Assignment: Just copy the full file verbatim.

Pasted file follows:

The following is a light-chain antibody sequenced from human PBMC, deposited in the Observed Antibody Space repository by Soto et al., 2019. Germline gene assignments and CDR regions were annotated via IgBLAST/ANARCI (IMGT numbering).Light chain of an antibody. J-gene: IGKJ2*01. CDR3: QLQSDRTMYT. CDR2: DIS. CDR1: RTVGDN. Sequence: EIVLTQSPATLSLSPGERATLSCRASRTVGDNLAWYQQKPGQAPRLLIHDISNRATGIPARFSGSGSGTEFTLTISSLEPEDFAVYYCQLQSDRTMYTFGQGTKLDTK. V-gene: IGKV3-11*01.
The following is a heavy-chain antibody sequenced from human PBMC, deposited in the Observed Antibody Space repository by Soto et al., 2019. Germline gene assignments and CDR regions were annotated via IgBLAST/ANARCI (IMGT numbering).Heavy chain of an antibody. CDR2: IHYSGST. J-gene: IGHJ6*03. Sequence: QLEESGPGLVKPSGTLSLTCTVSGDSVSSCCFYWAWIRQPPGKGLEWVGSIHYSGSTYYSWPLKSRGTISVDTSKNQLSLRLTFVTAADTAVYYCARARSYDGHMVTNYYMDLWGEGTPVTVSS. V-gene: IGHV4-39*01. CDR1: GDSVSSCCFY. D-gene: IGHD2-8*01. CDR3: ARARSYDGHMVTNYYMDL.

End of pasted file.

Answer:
The following is a light-chain antibody sequenced from human PBMC, deposited in the Observed Antibody Space repository by Soto et al., 2019. Germline gene assignments and CDR regions were annotated via IgBLAST/ANARCI (IMGT numbering).Light chain of an antibody. J-gene: IGKJ2*01. CDR3: QLQSDRTMYT. CDR2: DIS. CDR1: RTVGDN. Sequence: EIVLTQSPATLSLSPGERATLSCRASRTVGDNLAWYQQKPGQAPRLLIHDISNRATGIPARFSGSGSGTEFTLTISSLEPEDFAVYYCQLQSDRTMYTFGQGTKLDTK. V-gene: IGKV3-11*01.
The following is a heavy-chain antibody sequenced from human PBMC, deposited in the Observed Antibody Space repository by Soto et al., 2019. Germline gene assignments and CDR regions were annotated via IgBLAST/ANARCI (IMGT numbering).Heavy chain of an antibody. CDR2: IHYSGST. J-gene: IGHJ6*03. Sequence: QLEESGPGLVKPSGTLSLTCTVSGDSVSSCCFYWAWIRQPPGKGLEWVGSIHYSGSTYYSWPLKSRGTISVDTSKNQLSLRLTFVTAADTAVYYCARARSYDGHMVTNYYMDLWGEGTPVTVSS. V-gene: IGHV4-39*01. CDR1: GDSVSSCCFY. D-gene: IGHD2-8*01. CDR3: ARARSYDGHMVTNYYMDL.